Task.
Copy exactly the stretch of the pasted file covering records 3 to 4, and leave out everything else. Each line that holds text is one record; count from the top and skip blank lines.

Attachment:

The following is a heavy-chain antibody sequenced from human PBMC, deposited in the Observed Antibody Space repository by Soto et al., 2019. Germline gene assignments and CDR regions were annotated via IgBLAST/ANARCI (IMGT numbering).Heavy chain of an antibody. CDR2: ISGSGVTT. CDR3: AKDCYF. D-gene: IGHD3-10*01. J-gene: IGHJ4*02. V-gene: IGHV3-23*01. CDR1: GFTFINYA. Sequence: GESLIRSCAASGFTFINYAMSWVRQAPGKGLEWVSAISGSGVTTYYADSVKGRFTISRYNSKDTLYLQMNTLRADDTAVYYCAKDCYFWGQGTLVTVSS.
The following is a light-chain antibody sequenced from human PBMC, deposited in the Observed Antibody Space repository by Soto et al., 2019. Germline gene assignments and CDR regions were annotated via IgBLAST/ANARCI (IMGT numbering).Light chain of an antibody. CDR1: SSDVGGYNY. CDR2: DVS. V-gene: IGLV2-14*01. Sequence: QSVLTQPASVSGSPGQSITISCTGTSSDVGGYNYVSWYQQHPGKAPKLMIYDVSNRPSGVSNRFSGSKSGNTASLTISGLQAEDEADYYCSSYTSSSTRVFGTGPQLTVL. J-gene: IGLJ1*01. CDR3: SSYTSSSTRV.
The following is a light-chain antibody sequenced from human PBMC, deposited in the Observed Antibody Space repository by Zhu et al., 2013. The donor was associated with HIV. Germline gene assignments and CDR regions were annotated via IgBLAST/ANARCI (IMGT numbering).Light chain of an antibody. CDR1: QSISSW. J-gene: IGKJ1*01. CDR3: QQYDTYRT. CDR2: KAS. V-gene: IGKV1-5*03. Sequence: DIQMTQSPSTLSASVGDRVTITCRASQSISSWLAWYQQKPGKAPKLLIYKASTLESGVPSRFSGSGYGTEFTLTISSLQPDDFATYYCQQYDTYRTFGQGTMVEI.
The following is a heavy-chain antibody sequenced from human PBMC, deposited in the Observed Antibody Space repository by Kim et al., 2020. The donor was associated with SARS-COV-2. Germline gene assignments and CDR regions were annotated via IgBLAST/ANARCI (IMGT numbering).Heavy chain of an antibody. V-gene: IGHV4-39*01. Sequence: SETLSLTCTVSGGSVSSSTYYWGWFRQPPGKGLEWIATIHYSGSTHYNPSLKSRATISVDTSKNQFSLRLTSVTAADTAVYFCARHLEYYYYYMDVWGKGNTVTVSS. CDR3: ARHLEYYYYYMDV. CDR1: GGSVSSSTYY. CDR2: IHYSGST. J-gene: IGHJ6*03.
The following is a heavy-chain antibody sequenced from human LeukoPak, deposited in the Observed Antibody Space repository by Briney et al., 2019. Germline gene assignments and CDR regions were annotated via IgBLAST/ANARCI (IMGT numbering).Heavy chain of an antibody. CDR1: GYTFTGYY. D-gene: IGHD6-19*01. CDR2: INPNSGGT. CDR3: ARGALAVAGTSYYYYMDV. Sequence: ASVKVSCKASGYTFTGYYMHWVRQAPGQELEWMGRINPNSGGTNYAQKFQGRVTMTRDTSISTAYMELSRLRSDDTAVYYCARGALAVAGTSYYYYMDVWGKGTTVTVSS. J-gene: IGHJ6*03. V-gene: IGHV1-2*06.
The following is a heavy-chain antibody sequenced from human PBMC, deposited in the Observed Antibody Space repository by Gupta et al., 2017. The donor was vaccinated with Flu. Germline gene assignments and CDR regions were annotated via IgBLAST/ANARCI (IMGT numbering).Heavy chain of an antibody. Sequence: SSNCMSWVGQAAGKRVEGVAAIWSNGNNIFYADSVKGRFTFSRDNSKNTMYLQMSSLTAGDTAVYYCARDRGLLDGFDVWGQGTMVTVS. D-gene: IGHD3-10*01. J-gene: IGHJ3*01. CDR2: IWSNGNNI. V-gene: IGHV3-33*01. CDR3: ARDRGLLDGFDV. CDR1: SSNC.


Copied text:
The following is a light-chain antibody sequenced from human PBMC, deposited in the Observed Antibody Space repository by Zhu et al., 2013. The donor was associated with HIV. Germline gene assignments and CDR regions were annotated via IgBLAST/ANARCI (IMGT numbering).Light chain of an antibody. CDR1: QSISSW. J-gene: IGKJ1*01. CDR3: QQYDTYRT. CDR2: KAS. V-gene: IGKV1-5*03. Sequence: DIQMTQSPSTLSASVGDRVTITCRASQSISSWLAWYQQKPGKAPKLLIYKASTLESGVPSRFSGSGYGTEFTLTISSLQPDDFATYYCQQYDTYRTFGQGTMVEI.
The following is a heavy-chain antibody sequenced from human PBMC, deposited in the Observed Antibody Space repository by Kim et al., 2020. The donor was associated with SARS-COV-2. Germline gene assignments and CDR regions were annotated via IgBLAST/ANARCI (IMGT numbering).Heavy chain of an antibody. V-gene: IGHV4-39*01. Sequence: SETLSLTCTVSGGSVSSSTYYWGWFRQPPGKGLEWIATIHYSGSTHYNPSLKSRATISVDTSKNQFSLRLTSVTAADTAVYFCARHLEYYYYYMDVWGKGNTVTVSS. CDR3: ARHLEYYYYYMDV. CDR1: GGSVSSSTYY. CDR2: IHYSGST. J-gene: IGHJ6*03.